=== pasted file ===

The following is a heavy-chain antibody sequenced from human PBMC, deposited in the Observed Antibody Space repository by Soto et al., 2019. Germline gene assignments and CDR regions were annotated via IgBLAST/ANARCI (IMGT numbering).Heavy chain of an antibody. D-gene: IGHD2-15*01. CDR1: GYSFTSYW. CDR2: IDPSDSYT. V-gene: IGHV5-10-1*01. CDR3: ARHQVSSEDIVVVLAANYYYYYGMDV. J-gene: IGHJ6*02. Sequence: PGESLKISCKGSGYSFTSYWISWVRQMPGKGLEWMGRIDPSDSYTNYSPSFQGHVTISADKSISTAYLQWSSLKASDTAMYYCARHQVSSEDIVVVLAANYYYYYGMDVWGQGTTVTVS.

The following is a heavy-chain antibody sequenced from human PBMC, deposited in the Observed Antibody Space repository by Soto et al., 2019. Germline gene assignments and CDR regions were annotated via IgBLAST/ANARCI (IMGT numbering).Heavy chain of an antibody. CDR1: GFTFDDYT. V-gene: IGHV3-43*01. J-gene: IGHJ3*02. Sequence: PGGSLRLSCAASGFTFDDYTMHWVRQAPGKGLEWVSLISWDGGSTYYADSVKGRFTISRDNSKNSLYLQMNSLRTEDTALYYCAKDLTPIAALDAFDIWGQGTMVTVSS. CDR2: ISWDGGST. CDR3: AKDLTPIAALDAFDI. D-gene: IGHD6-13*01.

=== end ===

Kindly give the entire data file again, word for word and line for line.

The following is a heavy-chain antibody sequenced from human PBMC, deposited in the Observed Antibody Space repository by Soto et al., 2019. Germline gene assignments and CDR regions were annotated via IgBLAST/ANARCI (IMGT numbering).Heavy chain of an antibody. D-gene: IGHD2-15*01. CDR1: GYSFTSYW. CDR2: IDPSDSYT. V-gene: IGHV5-10-1*01. CDR3: ARHQVSSEDIVVVLAANYYYYYGMDV. J-gene: IGHJ6*02. Sequence: PGESLKISCKGSGYSFTSYWISWVRQMPGKGLEWMGRIDPSDSYTNYSPSFQGHVTISADKSISTAYLQWSSLKASDTAMYYCARHQVSSEDIVVVLAANYYYYYGMDVWGQGTTVTVS.

The following is a heavy-chain antibody sequenced from human PBMC, deposited in the Observed Antibody Space repository by Soto et al., 2019. Germline gene assignments and CDR regions were annotated via IgBLAST/ANARCI (IMGT numbering).Heavy chain of an antibody. CDR1: GFTFDDYT. V-gene: IGHV3-43*01. J-gene: IGHJ3*02. Sequence: PGGSLRLSCAASGFTFDDYTMHWVRQAPGKGLEWVSLISWDGGSTYYADSVKGRFTISRDNSKNSLYLQMNSLRTEDTALYYCAKDLTPIAALDAFDIWGQGTMVTVSS. CDR2: ISWDGGST. CDR3: AKDLTPIAALDAFDI. D-gene: IGHD6-13*01.